With direct payments to be phased out in coming years, farmers may struggle to control cashflow effectively. But what is being done to help?
As farmers look ahead to the post-Brexit policy landscape, where direct payments are gone, one of the biggest challenges they face will be managing volatility.
This is a concern the NFU has repeatedly raised, pointing out the role the Basic Payment Scheme (BPS) has played in helping farmers even out peaks and troughs in cashflow.
Rohit Kaushish, an economist at the union, explained it was difficult to know whether the proposed new Environmental Land Management Scheme (ELMS) would be able to do the same without knowing the payment rates associated with it.
“There is a lot of talk about the new ELMS replacing direct support, allowing farmers to diversify their income through more generous agri-environment payments,” he said.
“But because there is not enough detail on how that will be priced up, it is very difficult to see in the short-term.”
Government has committed to look more closely at other risk management solutions, such as insurance, but for most insurers this kind of product is not yet feasible.
To protect farmers against a milk price drop, for example, insurers would have to charge a huge premium to cover the risk, because prices drop all over the country at the same time.
For this reason, the US Government has been forced to subsidise crop insurance premiums by 60 per cent.
“We have done a lot of work looking at how feasible revenue insurance is,” said Mr Kaushish.
“We found without any subsidy, the premiums would be too high for farmers to make it worthwhile.”
Other measures to help farmers manage volatility, such as futures markets, would also be unsuitable for livestock farmers.
“We understand direct support may be phased down, but for the livestock sector it will remain critical,” Mr Kaushish said.
“Aside from business resilience measures, such as supporting the sector to become more efficient and productive by adopting technology and genetics advances, it is really difficult to see how the industry can make up the shortfall.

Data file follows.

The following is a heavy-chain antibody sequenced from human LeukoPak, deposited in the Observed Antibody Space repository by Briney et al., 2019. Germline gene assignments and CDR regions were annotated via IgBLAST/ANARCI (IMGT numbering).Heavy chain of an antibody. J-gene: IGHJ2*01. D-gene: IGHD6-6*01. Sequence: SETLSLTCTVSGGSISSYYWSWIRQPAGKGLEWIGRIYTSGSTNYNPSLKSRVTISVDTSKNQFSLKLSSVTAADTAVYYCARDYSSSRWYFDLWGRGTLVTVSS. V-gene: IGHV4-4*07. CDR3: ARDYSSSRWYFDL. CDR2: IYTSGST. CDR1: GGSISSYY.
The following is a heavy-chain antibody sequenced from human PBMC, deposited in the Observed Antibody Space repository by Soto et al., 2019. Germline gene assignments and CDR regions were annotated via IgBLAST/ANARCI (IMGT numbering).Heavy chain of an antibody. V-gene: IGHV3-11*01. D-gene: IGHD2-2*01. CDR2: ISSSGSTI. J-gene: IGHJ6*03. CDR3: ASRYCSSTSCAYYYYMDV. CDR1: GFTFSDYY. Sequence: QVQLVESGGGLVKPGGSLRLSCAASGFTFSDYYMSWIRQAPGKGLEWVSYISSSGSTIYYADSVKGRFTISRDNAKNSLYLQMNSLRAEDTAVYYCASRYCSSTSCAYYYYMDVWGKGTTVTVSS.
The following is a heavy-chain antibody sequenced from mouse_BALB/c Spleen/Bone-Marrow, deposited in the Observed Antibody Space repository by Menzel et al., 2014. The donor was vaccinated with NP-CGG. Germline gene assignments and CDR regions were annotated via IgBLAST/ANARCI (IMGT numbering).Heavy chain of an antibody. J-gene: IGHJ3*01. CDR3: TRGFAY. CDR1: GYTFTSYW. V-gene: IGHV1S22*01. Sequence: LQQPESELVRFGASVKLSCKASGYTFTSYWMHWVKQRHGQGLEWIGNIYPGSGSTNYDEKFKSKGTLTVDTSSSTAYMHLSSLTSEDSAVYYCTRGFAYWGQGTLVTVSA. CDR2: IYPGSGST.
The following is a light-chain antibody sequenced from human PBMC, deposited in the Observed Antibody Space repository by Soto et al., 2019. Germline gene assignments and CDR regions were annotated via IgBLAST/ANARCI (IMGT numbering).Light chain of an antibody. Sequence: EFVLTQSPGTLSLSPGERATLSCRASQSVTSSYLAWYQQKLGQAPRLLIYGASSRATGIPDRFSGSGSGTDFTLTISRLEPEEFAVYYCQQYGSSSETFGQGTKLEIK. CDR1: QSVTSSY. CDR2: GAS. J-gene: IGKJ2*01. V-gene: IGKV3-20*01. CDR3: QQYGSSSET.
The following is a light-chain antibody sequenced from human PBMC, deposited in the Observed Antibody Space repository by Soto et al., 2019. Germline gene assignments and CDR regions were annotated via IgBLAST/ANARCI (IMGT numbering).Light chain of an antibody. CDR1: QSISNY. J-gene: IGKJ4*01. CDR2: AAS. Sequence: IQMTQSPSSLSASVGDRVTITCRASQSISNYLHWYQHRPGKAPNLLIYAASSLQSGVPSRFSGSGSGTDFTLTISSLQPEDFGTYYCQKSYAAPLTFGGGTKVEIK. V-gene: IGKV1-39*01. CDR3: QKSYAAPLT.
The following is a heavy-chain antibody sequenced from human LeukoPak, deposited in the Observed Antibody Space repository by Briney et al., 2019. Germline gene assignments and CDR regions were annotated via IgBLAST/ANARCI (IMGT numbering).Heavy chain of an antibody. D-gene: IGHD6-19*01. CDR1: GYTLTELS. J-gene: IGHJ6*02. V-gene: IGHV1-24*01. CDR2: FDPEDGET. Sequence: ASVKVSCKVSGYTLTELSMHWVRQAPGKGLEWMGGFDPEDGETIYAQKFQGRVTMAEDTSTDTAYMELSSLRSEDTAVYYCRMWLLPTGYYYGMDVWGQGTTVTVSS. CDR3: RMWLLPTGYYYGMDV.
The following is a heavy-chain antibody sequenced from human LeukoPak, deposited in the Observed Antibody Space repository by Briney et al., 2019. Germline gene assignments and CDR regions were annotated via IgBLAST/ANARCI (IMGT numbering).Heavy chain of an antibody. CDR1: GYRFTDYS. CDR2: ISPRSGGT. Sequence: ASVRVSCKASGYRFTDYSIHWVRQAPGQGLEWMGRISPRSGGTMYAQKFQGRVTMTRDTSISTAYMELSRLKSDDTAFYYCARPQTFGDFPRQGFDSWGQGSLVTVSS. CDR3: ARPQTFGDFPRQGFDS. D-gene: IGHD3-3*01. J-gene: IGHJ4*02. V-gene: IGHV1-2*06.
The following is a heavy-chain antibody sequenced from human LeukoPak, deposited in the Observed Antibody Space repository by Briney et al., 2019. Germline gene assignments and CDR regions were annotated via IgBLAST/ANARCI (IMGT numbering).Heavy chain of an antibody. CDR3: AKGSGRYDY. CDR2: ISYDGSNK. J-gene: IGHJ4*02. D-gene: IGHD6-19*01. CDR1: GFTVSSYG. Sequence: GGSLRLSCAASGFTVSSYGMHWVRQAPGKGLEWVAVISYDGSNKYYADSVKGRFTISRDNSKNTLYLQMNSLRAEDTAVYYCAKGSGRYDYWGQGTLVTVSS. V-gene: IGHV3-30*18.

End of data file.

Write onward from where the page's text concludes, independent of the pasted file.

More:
“Even if a livestock farmer massively increases productivity, they will still not be able to turn around from a position of loss-making to a significant profit.”
For other sectors, such as arable and dairy, futures markets are a more viable solution. But they would depend on the rest of the supply chain, with farmers having to rely on other actors like processors to hedge and lock in future prices.
These issues with the products already available on the market have left a vacuum, which is currently being filled by direct support.
But the Government is now looking at ways to encourage the private sector to plug the gap.
The Agriculture Bill, for example, gives Defra the power to collect market data for agricultural and processed commodities such as liquid milk, skim milk powder, butter and cheese.
Mr Kaushish said: “They could start collecting information on how much volume is produced and traded, helping the market to understand the supply and demand dynamics.
“You need the market data. If you do not have reliable data on prices, you cannot insure the commodity.”
It is, however, unlikely that the Government’s work will come to fruition by the end of the proposed agricultural transition, in 2027.
“Until there is a clear signal on what the future will look like, it is difficult to know what market conditions you are developing the tools for,” said Mr Kaushish.
“It is really difficult to evaluate the risk profile and farmers need to understand how worthwhile it will be in the new world to take on these tools.”
The NFU is pushing for an incentive for the private sector to build the tools, to avoid a situation where farmers cannot access them after BPS cuts have already begun.